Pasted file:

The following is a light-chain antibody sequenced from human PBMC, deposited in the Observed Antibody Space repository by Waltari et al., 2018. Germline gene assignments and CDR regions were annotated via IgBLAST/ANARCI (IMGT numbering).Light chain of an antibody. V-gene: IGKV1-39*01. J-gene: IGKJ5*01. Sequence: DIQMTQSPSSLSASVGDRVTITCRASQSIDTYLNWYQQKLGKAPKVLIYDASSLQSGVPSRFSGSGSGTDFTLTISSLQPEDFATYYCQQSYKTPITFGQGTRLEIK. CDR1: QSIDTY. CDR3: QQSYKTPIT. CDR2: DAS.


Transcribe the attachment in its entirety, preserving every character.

The following is a light-chain antibody sequenced from human PBMC, deposited in the Observed Antibody Space repository by Waltari et al., 2018. Germline gene assignments and CDR regions were annotated via IgBLAST/ANARCI (IMGT numbering).Light chain of an antibody. V-gene: IGKV1-39*01. J-gene: IGKJ5*01. Sequence: DIQMTQSPSSLSASVGDRVTITCRASQSIDTYLNWYQQKLGKAPKVLIYDASSLQSGVPSRFSGSGSGTDFTLTISSLQPEDFATYYCQQSYKTPITFGQGTRLEIK. CDR1: QSIDTY. CDR3: QQSYKTPIT. CDR2: DAS.